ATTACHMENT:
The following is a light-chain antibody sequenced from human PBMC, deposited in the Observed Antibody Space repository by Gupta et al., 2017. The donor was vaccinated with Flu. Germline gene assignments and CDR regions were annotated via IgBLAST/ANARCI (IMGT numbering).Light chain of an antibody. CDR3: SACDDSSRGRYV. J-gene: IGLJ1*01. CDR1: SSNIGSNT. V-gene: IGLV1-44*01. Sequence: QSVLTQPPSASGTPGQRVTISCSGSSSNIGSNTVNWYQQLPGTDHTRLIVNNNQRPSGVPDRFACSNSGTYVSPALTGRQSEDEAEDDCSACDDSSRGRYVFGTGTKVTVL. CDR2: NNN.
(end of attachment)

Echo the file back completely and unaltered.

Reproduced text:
The following is a light-chain antibody sequenced from human PBMC, deposited in the Observed Antibody Space repository by Gupta et al., 2017. The donor was vaccinated with Flu. Germline gene assignments and CDR regions were annotated via IgBLAST/ANARCI (IMGT numbering).Light chain of an antibody. CDR3: SACDDSSRGRYV. J-gene: IGLJ1*01. CDR1: SSNIGSNT. V-gene: IGLV1-44*01. Sequence: QSVLTQPPSASGTPGQRVTISCSGSSSNIGSNTVNWYQQLPGTDHTRLIVNNNQRPSGVPDRFACSNSGTYVSPALTGRQSEDEAEDDCSACDDSSRGRYVFGTGTKVTVL. CDR2: NNN.